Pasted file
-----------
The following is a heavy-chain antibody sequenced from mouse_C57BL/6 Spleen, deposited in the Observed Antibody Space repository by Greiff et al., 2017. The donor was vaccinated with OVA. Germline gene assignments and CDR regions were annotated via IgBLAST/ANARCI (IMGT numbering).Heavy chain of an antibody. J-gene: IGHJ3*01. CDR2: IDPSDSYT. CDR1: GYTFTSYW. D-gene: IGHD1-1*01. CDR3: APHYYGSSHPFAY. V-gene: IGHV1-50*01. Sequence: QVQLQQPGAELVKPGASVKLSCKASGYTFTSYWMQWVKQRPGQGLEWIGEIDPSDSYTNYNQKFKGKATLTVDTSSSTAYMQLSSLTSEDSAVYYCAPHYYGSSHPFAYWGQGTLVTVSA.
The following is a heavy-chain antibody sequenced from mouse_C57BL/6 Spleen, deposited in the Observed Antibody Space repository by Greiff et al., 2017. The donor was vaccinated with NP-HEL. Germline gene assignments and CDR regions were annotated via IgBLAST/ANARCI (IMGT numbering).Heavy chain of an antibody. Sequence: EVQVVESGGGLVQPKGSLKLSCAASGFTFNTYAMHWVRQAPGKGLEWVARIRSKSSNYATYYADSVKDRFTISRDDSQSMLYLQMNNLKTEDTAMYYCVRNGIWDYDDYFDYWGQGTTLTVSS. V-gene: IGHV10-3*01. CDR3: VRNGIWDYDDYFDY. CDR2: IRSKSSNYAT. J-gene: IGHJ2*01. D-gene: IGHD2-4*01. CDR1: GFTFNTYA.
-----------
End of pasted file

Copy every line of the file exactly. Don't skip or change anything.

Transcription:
The following is a heavy-chain antibody sequenced from mouse_C57BL/6 Spleen, deposited in the Observed Antibody Space repository by Greiff et al., 2017. The donor was vaccinated with OVA. Germline gene assignments and CDR regions were annotated via IgBLAST/ANARCI (IMGT numbering).Heavy chain of an antibody. J-gene: IGHJ3*01. CDR2: IDPSDSYT. CDR1: GYTFTSYW. D-gene: IGHD1-1*01. CDR3: APHYYGSSHPFAY. V-gene: IGHV1-50*01. Sequence: QVQLQQPGAELVKPGASVKLSCKASGYTFTSYWMQWVKQRPGQGLEWIGEIDPSDSYTNYNQKFKGKATLTVDTSSSTAYMQLSSLTSEDSAVYYCAPHYYGSSHPFAYWGQGTLVTVSA.
The following is a heavy-chain antibody sequenced from mouse_C57BL/6 Spleen, deposited in the Observed Antibody Space repository by Greiff et al., 2017. The donor was vaccinated with NP-HEL. Germline gene assignments and CDR regions were annotated via IgBLAST/ANARCI (IMGT numbering).Heavy chain of an antibody. Sequence: EVQVVESGGGLVQPKGSLKLSCAASGFTFNTYAMHWVRQAPGKGLEWVARIRSKSSNYATYYADSVKDRFTISRDDSQSMLYLQMNNLKTEDTAMYYCVRNGIWDYDDYFDYWGQGTTLTVSS. V-gene: IGHV10-3*01. CDR3: VRNGIWDYDDYFDY. CDR2: IRSKSSNYAT. J-gene: IGHJ2*01. D-gene: IGHD2-4*01. CDR1: GFTFNTYA.